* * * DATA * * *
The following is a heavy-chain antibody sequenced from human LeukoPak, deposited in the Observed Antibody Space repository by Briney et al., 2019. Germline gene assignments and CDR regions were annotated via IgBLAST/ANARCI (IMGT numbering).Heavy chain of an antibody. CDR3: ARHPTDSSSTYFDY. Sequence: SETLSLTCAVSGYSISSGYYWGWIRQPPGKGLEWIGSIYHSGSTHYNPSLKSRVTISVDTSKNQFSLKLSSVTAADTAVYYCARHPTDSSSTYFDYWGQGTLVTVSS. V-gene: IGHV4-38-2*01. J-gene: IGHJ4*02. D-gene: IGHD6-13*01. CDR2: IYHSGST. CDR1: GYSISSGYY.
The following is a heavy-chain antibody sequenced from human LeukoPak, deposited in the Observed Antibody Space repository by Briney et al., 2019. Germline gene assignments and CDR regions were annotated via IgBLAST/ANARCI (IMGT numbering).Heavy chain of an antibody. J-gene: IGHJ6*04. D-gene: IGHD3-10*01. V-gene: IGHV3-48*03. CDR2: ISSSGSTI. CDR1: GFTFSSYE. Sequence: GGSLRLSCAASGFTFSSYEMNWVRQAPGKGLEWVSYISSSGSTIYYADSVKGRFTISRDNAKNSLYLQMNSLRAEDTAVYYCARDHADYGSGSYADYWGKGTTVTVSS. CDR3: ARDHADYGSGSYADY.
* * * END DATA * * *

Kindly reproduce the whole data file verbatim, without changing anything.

The following is a heavy-chain antibody sequenced from human LeukoPak, deposited in the Observed Antibody Space repository by Briney et al., 2019. Germline gene assignments and CDR regions were annotated via IgBLAST/ANARCI (IMGT numbering).Heavy chain of an antibody. CDR3: ARHPTDSSSTYFDY. Sequence: SETLSLTCAVSGYSISSGYYWGWIRQPPGKGLEWIGSIYHSGSTHYNPSLKSRVTISVDTSKNQFSLKLSSVTAADTAVYYCARHPTDSSSTYFDYWGQGTLVTVSS. V-gene: IGHV4-38-2*01. J-gene: IGHJ4*02. D-gene: IGHD6-13*01. CDR2: IYHSGST. CDR1: GYSISSGYY.
The following is a heavy-chain antibody sequenced from human LeukoPak, deposited in the Observed Antibody Space repository by Briney et al., 2019. Germline gene assignments and CDR regions were annotated via IgBLAST/ANARCI (IMGT numbering).Heavy chain of an antibody. J-gene: IGHJ6*04. D-gene: IGHD3-10*01. V-gene: IGHV3-48*03. CDR2: ISSSGSTI. CDR1: GFTFSSYE. Sequence: GGSLRLSCAASGFTFSSYEMNWVRQAPGKGLEWVSYISSSGSTIYYADSVKGRFTISRDNAKNSLYLQMNSLRAEDTAVYYCARDHADYGSGSYADYWGKGTTVTVSS. CDR3: ARDHADYGSGSYADY.